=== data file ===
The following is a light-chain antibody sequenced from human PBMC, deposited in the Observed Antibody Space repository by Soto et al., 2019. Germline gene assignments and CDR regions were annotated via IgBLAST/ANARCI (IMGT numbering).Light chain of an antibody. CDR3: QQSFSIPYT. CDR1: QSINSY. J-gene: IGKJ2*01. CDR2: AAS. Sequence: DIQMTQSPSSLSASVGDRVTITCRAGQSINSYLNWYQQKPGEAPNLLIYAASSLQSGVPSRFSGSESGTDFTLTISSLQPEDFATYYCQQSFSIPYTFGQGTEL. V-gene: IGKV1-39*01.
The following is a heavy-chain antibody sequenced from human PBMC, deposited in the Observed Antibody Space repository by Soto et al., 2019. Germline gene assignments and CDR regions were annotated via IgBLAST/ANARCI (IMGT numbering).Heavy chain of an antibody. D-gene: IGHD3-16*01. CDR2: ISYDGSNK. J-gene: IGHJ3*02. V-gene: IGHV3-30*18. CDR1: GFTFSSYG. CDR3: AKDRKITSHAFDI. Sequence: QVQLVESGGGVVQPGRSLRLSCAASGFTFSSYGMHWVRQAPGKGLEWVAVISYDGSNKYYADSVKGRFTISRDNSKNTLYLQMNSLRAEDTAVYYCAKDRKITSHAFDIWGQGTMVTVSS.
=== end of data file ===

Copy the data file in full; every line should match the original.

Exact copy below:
The following is a light-chain antibody sequenced from human PBMC, deposited in the Observed Antibody Space repository by Soto et al., 2019. Germline gene assignments and CDR regions were annotated via IgBLAST/ANARCI (IMGT numbering).Light chain of an antibody. CDR3: QQSFSIPYT. CDR1: QSINSY. J-gene: IGKJ2*01. CDR2: AAS. Sequence: DIQMTQSPSSLSASVGDRVTITCRAGQSINSYLNWYQQKPGEAPNLLIYAASSLQSGVPSRFSGSESGTDFTLTISSLQPEDFATYYCQQSFSIPYTFGQGTEL. V-gene: IGKV1-39*01.
The following is a heavy-chain antibody sequenced from human PBMC, deposited in the Observed Antibody Space repository by Soto et al., 2019. Germline gene assignments and CDR regions were annotated via IgBLAST/ANARCI (IMGT numbering).Heavy chain of an antibody. D-gene: IGHD3-16*01. CDR2: ISYDGSNK. J-gene: IGHJ3*02. V-gene: IGHV3-30*18. CDR1: GFTFSSYG. CDR3: AKDRKITSHAFDI. Sequence: QVQLVESGGGVVQPGRSLRLSCAASGFTFSSYGMHWVRQAPGKGLEWVAVISYDGSNKYYADSVKGRFTISRDNSKNTLYLQMNSLRAEDTAVYYCAKDRKITSHAFDIWGQGTMVTVSS.